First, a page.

As I was preparing to write this article about dance documentation, it occurred to me that it has been exactly ten years since Shelley Trott and I started the interviews that eventually led to our documentary film Artists In Exile: A Story of Modern Dance in San Francisco. The film is the reason one can find me three or four, and sometimes more, nights a week videotaping dance. This was never the plan. It also wasn’t our strategy to create a Bay Area dance history; we made the movie for ulterior motives. Let me explain.
Most people probably know me as the dance video guy, but it wasn’t always that way. I used to make dances. In 1997, AWD, my first dance company, had its first show reviewed in the Bay Guardian. It was compared to the first work of another local dance company called Contraband that I had never seen and only recently heard about. I was at a Core show when I overheard someone mention that Core was a group made up of some of the core members of Contraband. The show kicked ass with live music, dance and politics. It ended with at least one of the dancers naked swimming in the Bay, which was right next to the warehouse performance space. Needless to say I was intrigued by the comparison, but had no way of seeing a Contraband show. I didn’t know anyone with videotape of Contraband, even the SF Performing Arts Library didn’t have any. So I couldn’t see the piece that reminded the critic of our work. It occurred to me that I was making work in a historical vacuum. I came to the Bay Area with what I thought was a relatively good understanding of modern or contemporary dance as it existed. What I really had was a New York or European centric notion of the Bay Area’s history. I arrived in San Francisco and decided to make work in a community I knew nothing about. I knew (or thought I knew) about Joe Goode, Margaret Jenkins, and Anna Halprin, but did not know anything about what made them or more importantly made someone get naked in the bay in the middle of February.
Making Artists In Exile was our attempt to contextualize ourselves as dance artists working in San Francisco in 1997. In the end we helped to create a filmic snapshot of a diverse artistic community that sits in libraries and is presented in University dance programs globally. Seven years after we finished the film, I now have a far more visceral sense of the history of Bay Area dance, at least the history of the last ten years. This is because, although we finished our documentary film in 2000, apparently I haven’t realized that this process was over. I’m still out there every weekend collecting more footage. I’ve realized, however, that I’m accumulating a collection of dance performances as thorough, vast and diverse as the Bay Area. Maybe in ten more years I will make another documentary that distills the issues facing Bay Area dance artists today. I suspect that they will share many of the same challenges, concerns, and goals of the artists that preceded them. Most importantly for me, I won’t need to spend three years collecting footage, and hoping I find what I need to illustrate the story, because it is almost entirely on my shelves and hard drives in my office.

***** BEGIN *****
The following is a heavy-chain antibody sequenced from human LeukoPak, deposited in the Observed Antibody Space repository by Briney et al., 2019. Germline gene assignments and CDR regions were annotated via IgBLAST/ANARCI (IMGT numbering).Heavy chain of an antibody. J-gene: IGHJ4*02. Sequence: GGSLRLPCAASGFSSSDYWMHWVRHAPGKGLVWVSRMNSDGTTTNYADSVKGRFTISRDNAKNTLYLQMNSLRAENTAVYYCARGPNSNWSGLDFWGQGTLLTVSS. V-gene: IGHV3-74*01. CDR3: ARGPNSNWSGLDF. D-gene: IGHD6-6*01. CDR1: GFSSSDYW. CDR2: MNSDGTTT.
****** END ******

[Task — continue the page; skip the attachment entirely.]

Beginning in January 2008, I will put two to three minute clips of performances I have videotaped over the years, as well as clips from current work, online. There will be monthly updates of shows that I shoot in the preceding month to foster dialogue about and increase exposure to each other’s work. If you miss a show, my goal is that you can see some of it online within a month of the performance. I will encourage all of my clients as well as anyone in the dance community to select clips to be placed on my website www.raptproductions.com. I hope this will contribute to a better understanding of how we all fit into a wider context both currently and historically. It will be a virtual representation of us; where the juxtaposition of all the work may actually contribute to a very real sense of how large, diverse, and interesting our community is. For those of you who were not here in 1997, you may even get to see some footage of Core or Contraband so you know what I am talking about.
I’ve stated that I never intended to become the documentarian of the Bay Area dance community. It happened by accident. During the filming for Artists in Exile, we videotaped over 50 shows for free in exchange for use of the footage for the film. It turns out that I was pretty good at shooting dance, so the artists that had seen my work started hiring me to shoot their shows. At first it seemed like a good way to pay my bills while I was dancing. For a long time, I really resisted the idea that I was a dance videographer. I’m a dancer or filmmaker was my usual response to the “what do you do?” question. I have come to realize that videotaping dance is what I do. I may make more films and more dances, but dance videography is where my focus, energy, and passion are consumed. I have now completely resigned myself to this vocation, and I see it as very important. I recognize that I am holding and constantly adding to a collection of footage that represents the history of Bay Area dance. Frank Shawl, the co-founder of Shawl-Anderson, has a line at the end of Artists in Exile in which he says about a life in the arts, “This is what I do, I am a dancer.” Well this is what I do. I am a dance videographer and so fortunate that I can spend my life in dance.